Now you will have the new slope to choose from while modeling pipe. In addition to ease of use, adding a new angle helps reduce the risk that the pipe will be drawn on an angle slightly less or more than intended.
It’s an unfortunate reality that design teams often spend significant amounts of time on necessary, but non-value-added tasks. A recent survey we conducted found, for example, that over 50% of designers, engineers, and construction professionals always or very often print PDFs to check the design process. Printing sheet sets is compute intensive and can tie up computers for hours. Other manual, labor intensive tasks include the time BIM Coordinators spend cleaning up and exchanging Revit models with partners, as well as creating room and equipment data sheets.
Inefficiency doesn’t have to be the norm, however. Companies that are using IMAGINiT Clarity find that task automation frees valuable time for teams. Architecture firm RLF, for instance, automatically generates PDF files nightly and each evening over 40 tasks are run. Data aggregated from Clarity users shows that IMAGINiT Clarity saves teams on average 205 hours per project. That translates into 25 work days per project.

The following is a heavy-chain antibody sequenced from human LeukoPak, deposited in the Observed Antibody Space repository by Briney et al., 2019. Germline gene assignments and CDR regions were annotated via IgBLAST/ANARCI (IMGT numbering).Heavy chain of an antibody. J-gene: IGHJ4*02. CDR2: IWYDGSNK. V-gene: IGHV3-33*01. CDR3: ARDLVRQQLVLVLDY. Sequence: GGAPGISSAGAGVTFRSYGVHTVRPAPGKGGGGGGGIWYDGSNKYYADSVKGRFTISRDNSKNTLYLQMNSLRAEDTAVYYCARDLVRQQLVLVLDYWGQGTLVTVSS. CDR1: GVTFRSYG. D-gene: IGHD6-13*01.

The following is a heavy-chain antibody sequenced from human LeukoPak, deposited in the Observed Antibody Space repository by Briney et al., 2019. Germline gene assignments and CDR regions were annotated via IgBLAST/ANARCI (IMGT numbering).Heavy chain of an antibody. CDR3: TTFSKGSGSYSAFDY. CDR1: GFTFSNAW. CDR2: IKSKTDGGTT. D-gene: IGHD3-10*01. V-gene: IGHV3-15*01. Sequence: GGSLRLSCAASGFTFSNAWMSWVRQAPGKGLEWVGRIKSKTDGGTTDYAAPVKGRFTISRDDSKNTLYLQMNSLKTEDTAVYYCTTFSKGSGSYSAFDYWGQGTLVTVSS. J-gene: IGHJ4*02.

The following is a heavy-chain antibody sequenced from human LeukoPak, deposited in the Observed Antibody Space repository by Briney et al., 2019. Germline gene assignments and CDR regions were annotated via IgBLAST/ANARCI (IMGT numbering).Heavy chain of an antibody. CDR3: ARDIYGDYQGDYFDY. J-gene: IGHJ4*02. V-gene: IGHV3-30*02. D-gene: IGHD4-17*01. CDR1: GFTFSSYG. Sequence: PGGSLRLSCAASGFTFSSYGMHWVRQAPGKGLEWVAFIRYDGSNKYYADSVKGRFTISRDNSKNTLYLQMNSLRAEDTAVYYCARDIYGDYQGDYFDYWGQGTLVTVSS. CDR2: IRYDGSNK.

If your team could save that amount of time on every project, how would you deploy resources in more productive ways? The possibilities are endless, but popular options are taking on additional project work, spending more time on new business development, and differentiating the firm from the competition by delivering results to clients faster.
By Jordan Mussett, IMAGINiT Building Solutions
Happy New Year! In the spirit of starting a new year, here is an important tip for starting your Revit projects.
There is now an option for Revit projects to choose the worksets coming in from your other linked files you would like to work with. This is the perk of opening up a Revit file that you receive from a consultant and check it out before you link it to yours and use it. You can explore the worksets and see if there is any way you can use them. Personally, I always always maintain the worksets of files I receive when I open it because I want to see how other companies are utilizing their worksets and I want to see if there is anything I can leverage. Some projects may benefit from the reassignment of MEP shared categories being added to a specific workset during model clean up. But you don’t necessarily need to make a bunch of changes in a consultant file to leverage workset data in it.
This project's architectural file has a significant amount of entourage in it. Entourage that the MEP disciplines are not interested in at all. There are quite a few trees at the very least.
I will start a new project from my company’s mechanical template, skipping worksharing for the sake of being brief, and go straight to Link Revit. Navigate to the file and drop down the open options to specify which worksets you want.